Selection Process

Applying a common-sense process to selecting your custom-built aircraft helps you decide what your requirements are and how to meet them with a manufactured aircraft.  The most important question you need to answer is “how much of this do I want or need to do?” The answer will help you decide whether you’ll build from plans, standard kits, or quick-build kits. If you have lots of do-it-yourself skills and experience and plenty of time, you might consider building from plans. Otherwise, you might decide to build from a kit.

Another important question that many experimental aircraft builders have to answer is “what skin do I prefer?” An airframe can be covered in various ways, including with a metal skin, a fabric skin, and a composite (fiberglass) skin. Fabric is cheaper and lighter, but metal holds up longer, especially if parked in the elements. Composite materials are light and stable, but more expensive. There are pros and cons to each. Of course, the decision could be made for you if you fall in love with a model that happens to be fabric covered. Stay objective for as long as you can. And don’t be afraid to ask other home builders for their opinions and preferences.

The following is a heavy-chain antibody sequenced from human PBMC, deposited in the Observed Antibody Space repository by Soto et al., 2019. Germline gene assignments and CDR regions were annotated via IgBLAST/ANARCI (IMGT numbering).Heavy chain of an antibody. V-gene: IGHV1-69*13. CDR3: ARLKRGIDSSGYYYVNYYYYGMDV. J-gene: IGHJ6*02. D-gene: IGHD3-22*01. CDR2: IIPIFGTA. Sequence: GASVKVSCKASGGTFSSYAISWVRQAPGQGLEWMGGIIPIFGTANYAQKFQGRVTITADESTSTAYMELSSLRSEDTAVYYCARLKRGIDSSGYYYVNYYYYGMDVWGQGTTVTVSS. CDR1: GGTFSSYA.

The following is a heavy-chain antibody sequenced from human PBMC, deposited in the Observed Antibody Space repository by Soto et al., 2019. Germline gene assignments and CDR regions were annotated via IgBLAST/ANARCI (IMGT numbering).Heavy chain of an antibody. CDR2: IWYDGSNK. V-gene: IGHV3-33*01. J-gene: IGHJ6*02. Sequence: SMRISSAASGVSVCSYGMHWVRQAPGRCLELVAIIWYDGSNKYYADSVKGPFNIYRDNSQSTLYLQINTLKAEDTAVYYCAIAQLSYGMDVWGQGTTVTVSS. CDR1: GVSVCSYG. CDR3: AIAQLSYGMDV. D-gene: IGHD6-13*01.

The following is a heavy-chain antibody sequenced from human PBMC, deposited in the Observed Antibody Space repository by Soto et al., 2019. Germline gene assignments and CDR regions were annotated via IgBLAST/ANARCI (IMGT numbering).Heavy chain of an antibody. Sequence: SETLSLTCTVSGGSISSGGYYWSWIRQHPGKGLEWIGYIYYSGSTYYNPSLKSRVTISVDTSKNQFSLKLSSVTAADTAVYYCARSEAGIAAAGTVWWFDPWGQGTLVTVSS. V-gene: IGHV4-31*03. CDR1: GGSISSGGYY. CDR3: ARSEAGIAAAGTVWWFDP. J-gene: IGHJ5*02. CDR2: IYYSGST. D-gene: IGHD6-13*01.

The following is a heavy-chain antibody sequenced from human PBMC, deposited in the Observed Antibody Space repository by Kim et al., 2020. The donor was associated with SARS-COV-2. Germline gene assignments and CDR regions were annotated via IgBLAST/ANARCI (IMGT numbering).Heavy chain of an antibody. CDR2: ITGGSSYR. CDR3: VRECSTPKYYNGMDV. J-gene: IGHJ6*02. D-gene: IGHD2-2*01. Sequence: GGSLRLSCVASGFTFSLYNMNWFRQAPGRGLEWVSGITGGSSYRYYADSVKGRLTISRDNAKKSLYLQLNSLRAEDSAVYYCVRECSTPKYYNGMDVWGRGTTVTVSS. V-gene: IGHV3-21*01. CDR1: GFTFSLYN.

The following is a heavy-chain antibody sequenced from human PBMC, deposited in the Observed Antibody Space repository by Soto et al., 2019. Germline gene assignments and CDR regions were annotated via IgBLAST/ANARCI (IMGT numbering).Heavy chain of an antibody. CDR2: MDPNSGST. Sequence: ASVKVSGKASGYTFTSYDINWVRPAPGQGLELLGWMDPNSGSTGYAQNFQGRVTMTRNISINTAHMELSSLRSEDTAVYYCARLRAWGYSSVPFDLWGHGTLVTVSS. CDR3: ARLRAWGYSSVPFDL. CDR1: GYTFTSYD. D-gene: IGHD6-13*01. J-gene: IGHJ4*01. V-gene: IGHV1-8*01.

Number of Take-Offs Equals Number of Landings (Hopefully)
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Refer to plan and kit documents for specifications and characteristics such as wing span, fuel capacity, maximum gross weight, stall speed, and so on. This information can help you decide which aircraft best meet your flying requirements.

"Man cannot discover new oceans unless he has the courage to lose sight of the shore."
-- Andre Gide

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